Tips for keeping students reading over the summer holidays

Reading as few as five or six books over the summer holidays helps ensure students keep the reading and other learning gains they’ve made during the school year. Here are a few ideas to get your school community fired up about reading over the summer.

An open book on a sunny sandy beachBeach photo by Ben White.

Children who don’t read over the long summer holiday face significant reading loss, which is long-term and cumulative. Read the research and share it with school leaders, colleagues, families, and whānau so you can work together to prevent summer reading loss.

Get books into the hands of students over summer

At the very least, ensure students have books to read over the summer by allowing them to take books home over the holidays. Plan to keep the school library open for a few hours over the summer for students and their families and whānau to exchange books. If you must do a stocktake at the end of the year, aim to keep the library open while you stocktake.

Promote summer reading to students

Teachers and librarians can encourage summer reading by the enthusiastic and regular promotion of books, reading, and good reading habits. Book talk, reading aloud, and book chat show that reading for pleasure is a valued and fun priority in the school! When all school staff actively share book suggestions and promote reading in every class — not just in English at secondary school — it reinforces the message that reading is important for learning and life.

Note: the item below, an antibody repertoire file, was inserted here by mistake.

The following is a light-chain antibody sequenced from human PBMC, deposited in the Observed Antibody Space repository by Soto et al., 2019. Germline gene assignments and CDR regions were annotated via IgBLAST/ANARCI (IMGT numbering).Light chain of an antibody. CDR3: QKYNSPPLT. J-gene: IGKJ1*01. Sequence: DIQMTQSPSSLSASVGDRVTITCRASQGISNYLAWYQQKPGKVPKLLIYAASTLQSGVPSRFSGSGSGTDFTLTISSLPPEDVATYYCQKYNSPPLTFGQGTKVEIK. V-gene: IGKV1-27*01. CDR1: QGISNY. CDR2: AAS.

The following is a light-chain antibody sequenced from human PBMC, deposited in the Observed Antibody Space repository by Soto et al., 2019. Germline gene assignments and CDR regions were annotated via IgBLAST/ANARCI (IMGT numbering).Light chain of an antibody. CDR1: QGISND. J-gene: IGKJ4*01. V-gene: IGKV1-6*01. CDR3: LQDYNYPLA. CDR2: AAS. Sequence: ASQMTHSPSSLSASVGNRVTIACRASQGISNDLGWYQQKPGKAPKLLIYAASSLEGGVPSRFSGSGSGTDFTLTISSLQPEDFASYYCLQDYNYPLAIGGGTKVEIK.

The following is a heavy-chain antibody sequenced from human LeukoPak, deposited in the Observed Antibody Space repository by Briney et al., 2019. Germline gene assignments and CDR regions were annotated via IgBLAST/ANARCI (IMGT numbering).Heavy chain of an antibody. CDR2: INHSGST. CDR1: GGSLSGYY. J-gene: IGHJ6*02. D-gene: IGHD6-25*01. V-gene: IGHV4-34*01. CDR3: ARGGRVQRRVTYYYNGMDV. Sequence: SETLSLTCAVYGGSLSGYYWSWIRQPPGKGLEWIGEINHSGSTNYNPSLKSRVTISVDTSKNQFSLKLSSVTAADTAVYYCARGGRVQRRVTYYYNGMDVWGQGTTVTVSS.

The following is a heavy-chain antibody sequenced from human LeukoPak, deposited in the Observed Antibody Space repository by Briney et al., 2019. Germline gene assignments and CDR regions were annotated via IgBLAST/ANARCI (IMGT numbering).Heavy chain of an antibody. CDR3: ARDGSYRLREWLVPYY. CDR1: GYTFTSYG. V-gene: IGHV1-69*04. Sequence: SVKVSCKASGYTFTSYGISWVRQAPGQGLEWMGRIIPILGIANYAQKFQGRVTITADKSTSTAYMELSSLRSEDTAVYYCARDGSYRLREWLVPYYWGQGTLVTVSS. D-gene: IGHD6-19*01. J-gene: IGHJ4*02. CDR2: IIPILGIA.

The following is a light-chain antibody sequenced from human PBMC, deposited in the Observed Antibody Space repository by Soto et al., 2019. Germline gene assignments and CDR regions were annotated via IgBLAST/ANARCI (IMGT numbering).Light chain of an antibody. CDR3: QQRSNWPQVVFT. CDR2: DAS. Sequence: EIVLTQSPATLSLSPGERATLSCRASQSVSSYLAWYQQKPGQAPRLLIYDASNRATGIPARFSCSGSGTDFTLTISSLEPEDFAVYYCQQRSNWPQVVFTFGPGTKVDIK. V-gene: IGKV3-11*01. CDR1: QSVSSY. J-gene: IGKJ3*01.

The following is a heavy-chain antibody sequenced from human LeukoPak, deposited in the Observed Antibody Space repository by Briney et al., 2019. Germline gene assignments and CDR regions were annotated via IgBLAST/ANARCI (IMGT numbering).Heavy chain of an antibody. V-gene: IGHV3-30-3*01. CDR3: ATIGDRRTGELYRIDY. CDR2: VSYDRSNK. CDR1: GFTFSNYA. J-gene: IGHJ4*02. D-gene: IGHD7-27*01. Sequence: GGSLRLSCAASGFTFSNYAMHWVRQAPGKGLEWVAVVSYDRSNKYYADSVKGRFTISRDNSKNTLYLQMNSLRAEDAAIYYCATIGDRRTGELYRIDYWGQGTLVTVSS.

Connect with the public library

A community-wide approach to summer reading increases the likelihood that children will have books to read and people to encourage and support them in reading. If you have a local public library, arrange for the children's librarian to visit your school to talk about their summer reading activities, and/or any online services such as ebooks and summer reading lists they may have. Encourage families without library cards to join the library — make it easy and provide the membership forms.

Share ideas for reading at home with families

Families including members of the wider whānau — grandparents, aunties and uncles, and other family members — can play an important role in keeping students reading over the summer. Encourage them to visit the public library if available. Communicate regularly using a variety of methods about the importance of reading for pleasure and of children and teens having access to a range of reading material alongside books such as comics and magazines.

Read children’s and young adult books

If you want to be an awesome reading role-model who can help students choose the right book at the right time, you need to read and know the books. When you read for pleasure,you also reap the benefits of reduced stress, and greater knowledge and understanding of the lives of your students and others.

Plan a summer reading initiative in your school

If your school hasn’t planned a school-wide summer reading initiative this year, start thinking about what you might do next year to keep students reading over the summer and other school holidays. Read stories from other schools about summer reading initiatives to get ideas, form a team, make a plan, measure the impact, and keep the focus on reading for pleasure to get the greatest benefit.

By Jo Buchan

Jo is the Senior Specialist (Developing Readers) for Services to Schools.

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